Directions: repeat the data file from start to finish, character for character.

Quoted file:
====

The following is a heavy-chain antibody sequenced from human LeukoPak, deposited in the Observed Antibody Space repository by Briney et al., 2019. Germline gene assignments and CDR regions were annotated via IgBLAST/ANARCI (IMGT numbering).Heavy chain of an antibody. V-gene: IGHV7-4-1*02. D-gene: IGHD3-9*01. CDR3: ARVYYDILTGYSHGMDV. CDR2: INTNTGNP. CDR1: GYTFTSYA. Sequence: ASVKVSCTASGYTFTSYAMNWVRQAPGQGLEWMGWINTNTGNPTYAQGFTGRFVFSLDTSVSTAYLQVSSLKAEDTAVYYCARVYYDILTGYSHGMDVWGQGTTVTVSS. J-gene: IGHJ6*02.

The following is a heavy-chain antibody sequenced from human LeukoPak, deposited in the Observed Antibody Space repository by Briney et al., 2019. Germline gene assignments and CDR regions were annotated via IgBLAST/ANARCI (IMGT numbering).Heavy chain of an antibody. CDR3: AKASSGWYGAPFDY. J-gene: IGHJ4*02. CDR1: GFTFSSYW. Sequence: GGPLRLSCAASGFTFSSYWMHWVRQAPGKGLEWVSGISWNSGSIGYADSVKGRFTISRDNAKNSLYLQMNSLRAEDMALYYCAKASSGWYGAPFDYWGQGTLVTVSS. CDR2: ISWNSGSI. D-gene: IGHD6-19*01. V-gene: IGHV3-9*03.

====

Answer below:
The following is a heavy-chain antibody sequenced from human LeukoPak, deposited in the Observed Antibody Space repository by Briney et al., 2019. Germline gene assignments and CDR regions were annotated via IgBLAST/ANARCI (IMGT numbering).Heavy chain of an antibody. V-gene: IGHV7-4-1*02. D-gene: IGHD3-9*01. CDR3: ARVYYDILTGYSHGMDV. CDR2: INTNTGNP. CDR1: GYTFTSYA. Sequence: ASVKVSCTASGYTFTSYAMNWVRQAPGQGLEWMGWINTNTGNPTYAQGFTGRFVFSLDTSVSTAYLQVSSLKAEDTAVYYCARVYYDILTGYSHGMDVWGQGTTVTVSS. J-gene: IGHJ6*02.

The following is a heavy-chain antibody sequenced from human LeukoPak, deposited in the Observed Antibody Space repository by Briney et al., 2019. Germline gene assignments and CDR regions were annotated via IgBLAST/ANARCI (IMGT numbering).Heavy chain of an antibody. CDR3: AKASSGWYGAPFDY. J-gene: IGHJ4*02. CDR1: GFTFSSYW. Sequence: GGPLRLSCAASGFTFSSYWMHWVRQAPGKGLEWVSGISWNSGSIGYADSVKGRFTISRDNAKNSLYLQMNSLRAEDMALYYCAKASSGWYGAPFDYWGQGTLVTVSS. CDR2: ISWNSGSI. D-gene: IGHD6-19*01. V-gene: IGHV3-9*03.